While these are uncommon, rare or merely theoretical occurrences, patients should be aware of them before granting their consent to the procedure. The clinician should also be prepared to act with prudence should one of these consequences arise.

  • This was minutes after BAST was completed. The holes were poked through the gums.

  • The red spots (where the bleeding has just about stopped) show the location of the minimally invasive micro-penetrations.

  • The clear dental composite

    bumps on the teeth are another method to facilitate the progress of sequential periodontal aligners.

  • 5 days after BAST (notice the red spots have faded)
  • Patient did not experience any discomfort or peculiar sensations the day after the procedure.

  • Her teeth started flying, moving much quicker than she had expected.

Does the procedure ever have to be repeated


Usually, it does. But, it really depends on how much correction is required. The more changes that the mouth needs to undergo, the greater the likelihood the treatment will need to be repeated a second, third or fourth time.


How much does it cost?


The fee for the procedure varies widely. Some clinicians charge a fee for each bone acceleration therapy, MOPS or RAP session. Others charge a single acceleration fee for the entire course of treatment, regardless of the number sessions that will need to be rendered.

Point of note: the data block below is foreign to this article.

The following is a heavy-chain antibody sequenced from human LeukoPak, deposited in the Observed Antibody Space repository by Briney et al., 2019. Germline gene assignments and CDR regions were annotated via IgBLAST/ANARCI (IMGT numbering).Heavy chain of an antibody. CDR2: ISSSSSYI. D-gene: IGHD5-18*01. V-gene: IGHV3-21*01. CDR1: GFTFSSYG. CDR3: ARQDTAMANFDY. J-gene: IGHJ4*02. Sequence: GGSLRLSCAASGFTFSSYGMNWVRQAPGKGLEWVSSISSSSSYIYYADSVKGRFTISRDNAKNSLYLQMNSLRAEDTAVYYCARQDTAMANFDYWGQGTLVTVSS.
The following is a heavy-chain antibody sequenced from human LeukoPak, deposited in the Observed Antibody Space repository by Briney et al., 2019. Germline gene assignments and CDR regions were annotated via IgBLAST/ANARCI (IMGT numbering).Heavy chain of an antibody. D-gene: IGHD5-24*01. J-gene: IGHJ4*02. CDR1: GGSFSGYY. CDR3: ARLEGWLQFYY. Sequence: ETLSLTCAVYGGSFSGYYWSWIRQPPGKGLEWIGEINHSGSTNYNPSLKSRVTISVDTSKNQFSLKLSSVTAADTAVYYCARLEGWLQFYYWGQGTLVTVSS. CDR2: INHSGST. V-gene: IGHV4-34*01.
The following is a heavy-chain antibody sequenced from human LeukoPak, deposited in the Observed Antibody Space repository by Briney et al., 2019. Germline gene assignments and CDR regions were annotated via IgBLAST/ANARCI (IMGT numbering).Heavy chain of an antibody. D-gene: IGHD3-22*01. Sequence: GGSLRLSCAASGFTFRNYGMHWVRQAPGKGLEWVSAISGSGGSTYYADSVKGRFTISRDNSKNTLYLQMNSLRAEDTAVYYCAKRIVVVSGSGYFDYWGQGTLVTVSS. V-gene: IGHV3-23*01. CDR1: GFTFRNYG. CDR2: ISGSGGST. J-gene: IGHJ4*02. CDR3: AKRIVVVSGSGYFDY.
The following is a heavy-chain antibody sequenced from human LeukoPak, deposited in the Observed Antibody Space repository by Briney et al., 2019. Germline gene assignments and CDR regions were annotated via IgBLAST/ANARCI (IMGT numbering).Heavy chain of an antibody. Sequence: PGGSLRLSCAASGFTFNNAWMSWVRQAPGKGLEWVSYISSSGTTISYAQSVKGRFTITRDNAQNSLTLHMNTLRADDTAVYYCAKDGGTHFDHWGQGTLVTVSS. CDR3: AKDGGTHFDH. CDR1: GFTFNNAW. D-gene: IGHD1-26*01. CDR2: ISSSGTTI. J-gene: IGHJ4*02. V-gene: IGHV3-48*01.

A few, like me, do not charge for bone acceleration –it’s included in the comprehensive treatment fee. Here’s my quote:

Bone acceleration surgical therapy has been a game changer. When combined with ART, it’s allowed me to treat patients previously deemed untreatable. Because it’s so efficient, predictable and dentally gentle, I can prudently and confidently pass on those savings to my patients here in New York (Manhattan and Bronx).

The bottom line: expect the fee to range from $0 – $1,500 over the course of a periodontal aligner, an orthodontic aligner or a traditional orthodontic therapy.

The Summary:


Bone acceleration therapy is a worthwhile and wonderful option for those considering or already undergoing arch reformulation therapy or orthodontic treatment. It’s fast, inexpensive or free. Expect to obtain highly satisfying and lasting results.

Elliot Davis, DDS ([email protected])

1 Nicozisis J. Accelerated Orthodontics With Alveocentesis. Princeton Orthodontics. Clin Orthod. 2012;19:1–4.

2 Alikhani M, Raptis M, Zoldan B, Sangsuwon C, Lee Y, Alyami B, Corpodian C, Barrera L, Alansari S, Khoo E, Teixeira C. Effect of micro-osteoperforations on the rate of tooth movement. Am J Orthod Dentofacial Orthop. 2013;144:639-48

3Teixeira CC, Khoo E, Tran J, Chartres I, Liu Y, Thant LM, Khabensky I, Gart LP, Cisneros G, Alikhani M. Cytokine expression and accelerated tooth movement. J Dent Res. 2010;89:1135–1141.

4 Camacho AD, Velásquez Cujar SA. Dental movement acceleration: Literature review by an alternative scientific evidence method. World J Methodol. Sep 26, 2014; 4(3): 151-162

An Update:


On January 1, 2018, a new CDT 2018 Dental Procedures Codes entry (D7297 – Corticotomy – four or more teeth or tooth spaces, per quadrant) will officially recognize BAST and similar procedures.